The light intensity produced by a LED light, with LEDs spread out over the top of the tank, drops roughly proportional to the distance between the light and the substrate. Once the light is about as far from the substrate as its length, the intensity transitions to dropping with the square of that distance.
Ok, thanks Hoppy! I had asked a question on the San Antonio Aquatic Plant club Facebook page, regarding how much extra light I need to plan for if I want to suspend an LED fixture over my 20L instead of having it rest on the tank. Some have said that the fixture may produce too much light for such a shallow tank, so I may raise it up a few inches, and thought I would see if there is any formula for how much the light diminishes per inch raised. If you know of any article on that topic, please send me a link; but otherwise, thanks and have a great week! Neat drawer slide apparatus, by the way.
Hi Hoppy; someone recommended that I read your post about suspending lighting over a planted tank, but I can't seem to find your previous post on that topic. Any chance you can give me a link? I'm trying to study up for my first planted tank (just a 20L). Thanks so much!
I had an idea for a fish parody, but I'm not skilled enough do it right, so
I invite you to take over. We do things to encourage fish to spawn and reproduce, as if we really know what turns them on. Make a guide that a superior species would come up with if they were trying to get their pet humans to mate and raise their young in captivity.... 'Provide many suitable males, who will complete.. removing all but the one that was selected. .. mating usually occurs at night. .. allow the parents to raise their young. ..' there are a lot of little details that could be added ad far as setting the mood, feeding before lights out,etc. Please message me if you ever take this on. Thanks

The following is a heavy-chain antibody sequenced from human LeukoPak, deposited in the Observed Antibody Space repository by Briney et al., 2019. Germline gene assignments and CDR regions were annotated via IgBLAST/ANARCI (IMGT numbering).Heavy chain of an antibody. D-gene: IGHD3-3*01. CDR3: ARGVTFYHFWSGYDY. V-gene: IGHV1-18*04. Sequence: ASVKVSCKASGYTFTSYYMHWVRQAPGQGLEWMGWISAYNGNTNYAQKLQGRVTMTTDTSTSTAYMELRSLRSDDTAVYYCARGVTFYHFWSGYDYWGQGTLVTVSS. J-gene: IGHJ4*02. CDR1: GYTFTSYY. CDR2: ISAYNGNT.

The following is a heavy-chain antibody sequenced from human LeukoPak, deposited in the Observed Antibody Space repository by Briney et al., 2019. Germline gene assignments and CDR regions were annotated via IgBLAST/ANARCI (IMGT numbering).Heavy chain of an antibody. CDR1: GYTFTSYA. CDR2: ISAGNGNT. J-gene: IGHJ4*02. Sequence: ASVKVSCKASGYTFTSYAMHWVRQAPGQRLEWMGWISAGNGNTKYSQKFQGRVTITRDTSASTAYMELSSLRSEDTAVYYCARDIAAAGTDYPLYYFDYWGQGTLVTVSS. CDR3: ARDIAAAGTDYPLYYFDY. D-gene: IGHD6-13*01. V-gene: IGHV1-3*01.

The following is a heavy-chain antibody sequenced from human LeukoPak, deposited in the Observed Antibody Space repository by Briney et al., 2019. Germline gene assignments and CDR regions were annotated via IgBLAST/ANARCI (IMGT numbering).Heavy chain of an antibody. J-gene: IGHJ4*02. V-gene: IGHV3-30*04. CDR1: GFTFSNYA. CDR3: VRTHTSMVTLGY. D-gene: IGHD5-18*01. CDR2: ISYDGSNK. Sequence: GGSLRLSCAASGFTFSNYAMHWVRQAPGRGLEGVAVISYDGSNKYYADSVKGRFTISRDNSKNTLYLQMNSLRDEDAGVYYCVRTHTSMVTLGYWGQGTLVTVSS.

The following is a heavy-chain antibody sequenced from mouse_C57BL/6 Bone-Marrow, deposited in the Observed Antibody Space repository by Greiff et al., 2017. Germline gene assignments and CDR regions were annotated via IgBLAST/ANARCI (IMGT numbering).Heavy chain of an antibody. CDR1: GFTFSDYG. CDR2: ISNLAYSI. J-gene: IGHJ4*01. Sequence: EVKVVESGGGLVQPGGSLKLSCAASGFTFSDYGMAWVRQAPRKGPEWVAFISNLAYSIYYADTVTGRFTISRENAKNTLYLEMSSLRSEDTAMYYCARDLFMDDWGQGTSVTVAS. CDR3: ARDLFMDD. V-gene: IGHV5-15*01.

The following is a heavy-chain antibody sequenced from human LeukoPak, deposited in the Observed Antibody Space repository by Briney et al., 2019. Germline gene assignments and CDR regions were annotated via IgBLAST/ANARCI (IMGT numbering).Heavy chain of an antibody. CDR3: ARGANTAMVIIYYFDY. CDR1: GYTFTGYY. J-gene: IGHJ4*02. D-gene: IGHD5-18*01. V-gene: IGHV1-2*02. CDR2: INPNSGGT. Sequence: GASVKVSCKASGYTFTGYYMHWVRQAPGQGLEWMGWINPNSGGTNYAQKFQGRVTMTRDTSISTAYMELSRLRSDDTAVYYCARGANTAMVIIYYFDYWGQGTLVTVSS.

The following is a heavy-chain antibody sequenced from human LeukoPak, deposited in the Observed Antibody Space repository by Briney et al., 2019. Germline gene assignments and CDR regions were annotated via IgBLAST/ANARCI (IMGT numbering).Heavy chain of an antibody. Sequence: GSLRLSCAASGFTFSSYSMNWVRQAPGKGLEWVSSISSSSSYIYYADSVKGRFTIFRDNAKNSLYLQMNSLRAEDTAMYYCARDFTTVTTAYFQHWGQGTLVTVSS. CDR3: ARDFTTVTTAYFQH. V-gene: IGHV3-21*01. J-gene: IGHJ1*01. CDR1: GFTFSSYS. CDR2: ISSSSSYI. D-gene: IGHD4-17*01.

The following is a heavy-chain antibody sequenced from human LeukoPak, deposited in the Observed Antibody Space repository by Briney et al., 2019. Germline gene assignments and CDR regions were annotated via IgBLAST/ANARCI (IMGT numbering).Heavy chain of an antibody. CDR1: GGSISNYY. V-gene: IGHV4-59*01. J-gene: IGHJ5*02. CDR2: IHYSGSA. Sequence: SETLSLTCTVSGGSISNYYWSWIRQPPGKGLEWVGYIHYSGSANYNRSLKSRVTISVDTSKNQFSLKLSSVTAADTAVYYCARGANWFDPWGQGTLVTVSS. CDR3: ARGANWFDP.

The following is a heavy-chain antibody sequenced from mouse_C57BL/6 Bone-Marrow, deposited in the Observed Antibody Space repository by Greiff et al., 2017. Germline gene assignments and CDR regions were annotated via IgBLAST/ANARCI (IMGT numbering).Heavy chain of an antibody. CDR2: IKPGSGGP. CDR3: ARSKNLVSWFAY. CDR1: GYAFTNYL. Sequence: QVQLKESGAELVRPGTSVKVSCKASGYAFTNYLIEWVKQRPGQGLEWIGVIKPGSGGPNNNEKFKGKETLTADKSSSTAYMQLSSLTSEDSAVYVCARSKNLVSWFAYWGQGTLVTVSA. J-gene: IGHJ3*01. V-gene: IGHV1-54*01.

If you use some thin aluminum sheet metal, like roof flashing material, and make a reflector which has a cross section like \_/, with the bulb in the middle, so you can see a good reflection of the whole bulb on each side of the actual bulb, you get double the PAR from the bulb compared to having no reflector. Really good, well designed, highly polished reflectors can give about 3 times the PAR of a bare bulb, so the simple reflector made this way is pretty good. I don't think a circular shaped "trough" reflector would work nearly as well.
I found what looks to be a cheap DIY way to light my 20 gallon longs with what I hope to be medium to high light. It involves placing XYZ bulbs in the top of a metal duct shaped into a semicircle. see link below. I can't find any specific info on the reflectivity of that shape or how to determine how far from the apex of the circle to place the bulb for optimum light dispersion. Thinking about it, it seems like a parabolic shape would be better, as well as a reflective triangular shape running the length of the duct the width of the bulb to prevent strikeback. I know there are a more factors than you probably care to address individually, but if you know of an application or website to point me in the right direction, it would be appreciated. Or you could build the reflector yourself, test it with your par meter and give me the specs. juuust kiddingg... kinda. :-) any feedback is appreciated. thank you. http://www.youtube.com/watch?v=Xy5fzPlsXK0
I don't recall ever seeing 40 watt screw-in CFL bulbs. If I had seen them, and they were 6500K bulbs, I would have bought one to play around with. One problem: the dome type reflectors from Home Depot aren't big enough for a bulb much bigger than 26 watt, and even those extend beyond the rim of the reflectors. This makes it harder to use the bigger bulbs, unless they are also the miniature type.